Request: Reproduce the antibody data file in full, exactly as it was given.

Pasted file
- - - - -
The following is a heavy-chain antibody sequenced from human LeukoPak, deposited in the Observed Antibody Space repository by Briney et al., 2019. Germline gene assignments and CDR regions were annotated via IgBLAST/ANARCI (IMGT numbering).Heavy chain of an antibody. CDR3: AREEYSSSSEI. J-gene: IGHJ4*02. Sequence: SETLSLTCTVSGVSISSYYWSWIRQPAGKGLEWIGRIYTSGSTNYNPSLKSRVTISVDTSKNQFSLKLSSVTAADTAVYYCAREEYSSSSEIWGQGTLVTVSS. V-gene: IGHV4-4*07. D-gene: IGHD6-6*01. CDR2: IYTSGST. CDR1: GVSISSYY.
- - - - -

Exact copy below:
The following is a heavy-chain antibody sequenced from human LeukoPak, deposited in the Observed Antibody Space repository by Briney et al., 2019. Germline gene assignments and CDR regions were annotated via IgBLAST/ANARCI (IMGT numbering).Heavy chain of an antibody. CDR3: AREEYSSSSEI. J-gene: IGHJ4*02. Sequence: SETLSLTCTVSGVSISSYYWSWIRQPAGKGLEWIGRIYTSGSTNYNPSLKSRVTISVDTSKNQFSLKLSSVTAADTAVYYCAREEYSSSSEIWGQGTLVTVSS. V-gene: IGHV4-4*07. D-gene: IGHD6-6*01. CDR2: IYTSGST. CDR1: GVSISSYY.